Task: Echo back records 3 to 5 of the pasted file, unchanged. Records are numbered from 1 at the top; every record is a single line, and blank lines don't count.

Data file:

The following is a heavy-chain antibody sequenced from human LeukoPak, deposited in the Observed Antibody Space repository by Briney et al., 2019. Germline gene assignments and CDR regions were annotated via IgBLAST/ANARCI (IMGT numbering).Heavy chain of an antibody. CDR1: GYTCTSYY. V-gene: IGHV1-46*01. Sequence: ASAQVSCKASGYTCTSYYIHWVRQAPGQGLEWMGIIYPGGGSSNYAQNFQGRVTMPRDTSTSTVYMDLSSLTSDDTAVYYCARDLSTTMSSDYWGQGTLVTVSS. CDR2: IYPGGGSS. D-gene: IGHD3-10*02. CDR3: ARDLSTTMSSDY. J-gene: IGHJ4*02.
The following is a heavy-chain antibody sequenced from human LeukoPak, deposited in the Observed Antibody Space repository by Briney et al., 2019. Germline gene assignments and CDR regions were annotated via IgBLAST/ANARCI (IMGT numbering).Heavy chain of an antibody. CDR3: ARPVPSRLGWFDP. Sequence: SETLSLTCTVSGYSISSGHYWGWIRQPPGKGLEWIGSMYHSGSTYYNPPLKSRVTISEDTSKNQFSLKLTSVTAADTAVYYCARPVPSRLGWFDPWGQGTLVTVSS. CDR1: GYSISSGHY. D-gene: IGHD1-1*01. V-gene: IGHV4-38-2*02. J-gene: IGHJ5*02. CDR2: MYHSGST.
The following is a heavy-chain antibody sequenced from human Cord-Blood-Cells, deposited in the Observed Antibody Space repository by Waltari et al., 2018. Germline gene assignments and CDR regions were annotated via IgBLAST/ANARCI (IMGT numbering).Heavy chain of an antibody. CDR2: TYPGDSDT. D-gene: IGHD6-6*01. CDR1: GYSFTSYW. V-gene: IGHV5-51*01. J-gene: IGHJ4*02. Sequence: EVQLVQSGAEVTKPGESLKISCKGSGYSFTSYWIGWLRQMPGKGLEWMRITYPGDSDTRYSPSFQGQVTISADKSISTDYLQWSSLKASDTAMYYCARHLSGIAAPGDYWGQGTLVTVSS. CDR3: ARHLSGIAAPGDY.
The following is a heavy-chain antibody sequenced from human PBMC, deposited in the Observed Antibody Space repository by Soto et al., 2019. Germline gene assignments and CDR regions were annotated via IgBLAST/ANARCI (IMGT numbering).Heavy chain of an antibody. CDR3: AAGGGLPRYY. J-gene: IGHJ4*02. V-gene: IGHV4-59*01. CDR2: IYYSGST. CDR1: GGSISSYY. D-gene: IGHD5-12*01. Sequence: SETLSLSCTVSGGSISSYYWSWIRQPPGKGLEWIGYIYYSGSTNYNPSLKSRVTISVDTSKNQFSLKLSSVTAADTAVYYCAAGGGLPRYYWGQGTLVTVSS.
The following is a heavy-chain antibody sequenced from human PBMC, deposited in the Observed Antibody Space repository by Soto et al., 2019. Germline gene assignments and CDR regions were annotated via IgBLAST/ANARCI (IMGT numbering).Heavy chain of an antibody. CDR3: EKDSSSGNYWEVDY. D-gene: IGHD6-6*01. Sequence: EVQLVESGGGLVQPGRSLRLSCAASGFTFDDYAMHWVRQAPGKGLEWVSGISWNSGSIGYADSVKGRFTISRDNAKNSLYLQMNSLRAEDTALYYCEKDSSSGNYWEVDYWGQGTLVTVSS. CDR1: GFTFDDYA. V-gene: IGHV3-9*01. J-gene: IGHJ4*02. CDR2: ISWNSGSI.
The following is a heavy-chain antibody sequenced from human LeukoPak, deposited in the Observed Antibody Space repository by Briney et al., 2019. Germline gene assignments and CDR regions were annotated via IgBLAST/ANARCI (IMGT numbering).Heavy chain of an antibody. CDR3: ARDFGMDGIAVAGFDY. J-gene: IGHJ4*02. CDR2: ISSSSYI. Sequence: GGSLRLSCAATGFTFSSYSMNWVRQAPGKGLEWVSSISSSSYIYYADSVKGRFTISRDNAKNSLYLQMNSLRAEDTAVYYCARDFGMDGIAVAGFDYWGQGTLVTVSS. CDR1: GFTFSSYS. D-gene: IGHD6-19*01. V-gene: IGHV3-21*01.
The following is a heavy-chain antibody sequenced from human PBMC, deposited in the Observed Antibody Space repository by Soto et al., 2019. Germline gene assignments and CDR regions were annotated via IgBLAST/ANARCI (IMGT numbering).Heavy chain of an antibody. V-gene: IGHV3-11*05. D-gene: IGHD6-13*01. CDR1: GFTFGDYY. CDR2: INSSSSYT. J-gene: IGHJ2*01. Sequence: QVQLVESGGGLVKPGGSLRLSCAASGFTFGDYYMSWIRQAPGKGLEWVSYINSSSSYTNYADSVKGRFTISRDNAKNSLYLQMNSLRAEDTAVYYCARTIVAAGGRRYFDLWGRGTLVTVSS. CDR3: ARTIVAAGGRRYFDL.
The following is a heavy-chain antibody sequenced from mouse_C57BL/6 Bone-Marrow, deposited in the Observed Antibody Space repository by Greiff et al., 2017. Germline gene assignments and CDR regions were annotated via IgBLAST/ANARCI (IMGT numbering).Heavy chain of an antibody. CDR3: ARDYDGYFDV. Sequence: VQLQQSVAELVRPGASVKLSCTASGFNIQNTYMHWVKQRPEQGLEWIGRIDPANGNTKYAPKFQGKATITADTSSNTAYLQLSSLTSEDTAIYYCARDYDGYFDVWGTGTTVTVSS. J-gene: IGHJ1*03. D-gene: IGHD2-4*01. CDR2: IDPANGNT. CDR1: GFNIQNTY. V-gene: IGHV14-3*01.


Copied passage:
The following is a heavy-chain antibody sequenced from human Cord-Blood-Cells, deposited in the Observed Antibody Space repository by Waltari et al., 2018. Germline gene assignments and CDR regions were annotated via IgBLAST/ANARCI (IMGT numbering).Heavy chain of an antibody. CDR2: TYPGDSDT. D-gene: IGHD6-6*01. CDR1: GYSFTSYW. V-gene: IGHV5-51*01. J-gene: IGHJ4*02. Sequence: EVQLVQSGAEVTKPGESLKISCKGSGYSFTSYWIGWLRQMPGKGLEWMRITYPGDSDTRYSPSFQGQVTISADKSISTDYLQWSSLKASDTAMYYCARHLSGIAAPGDYWGQGTLVTVSS. CDR3: ARHLSGIAAPGDY.
The following is a heavy-chain antibody sequenced from human PBMC, deposited in the Observed Antibody Space repository by Soto et al., 2019. Germline gene assignments and CDR regions were annotated via IgBLAST/ANARCI (IMGT numbering).Heavy chain of an antibody. CDR3: AAGGGLPRYY. J-gene: IGHJ4*02. V-gene: IGHV4-59*01. CDR2: IYYSGST. CDR1: GGSISSYY. D-gene: IGHD5-12*01. Sequence: SETLSLSCTVSGGSISSYYWSWIRQPPGKGLEWIGYIYYSGSTNYNPSLKSRVTISVDTSKNQFSLKLSSVTAADTAVYYCAAGGGLPRYYWGQGTLVTVSS.
The following is a heavy-chain antibody sequenced from human PBMC, deposited in the Observed Antibody Space repository by Soto et al., 2019. Germline gene assignments and CDR regions were annotated via IgBLAST/ANARCI (IMGT numbering).Heavy chain of an antibody. CDR3: EKDSSSGNYWEVDY. D-gene: IGHD6-6*01. Sequence: EVQLVESGGGLVQPGRSLRLSCAASGFTFDDYAMHWVRQAPGKGLEWVSGISWNSGSIGYADSVKGRFTISRDNAKNSLYLQMNSLRAEDTALYYCEKDSSSGNYWEVDYWGQGTLVTVSS. CDR1: GFTFDDYA. V-gene: IGHV3-9*01. J-gene: IGHJ4*02. CDR2: ISWNSGSI.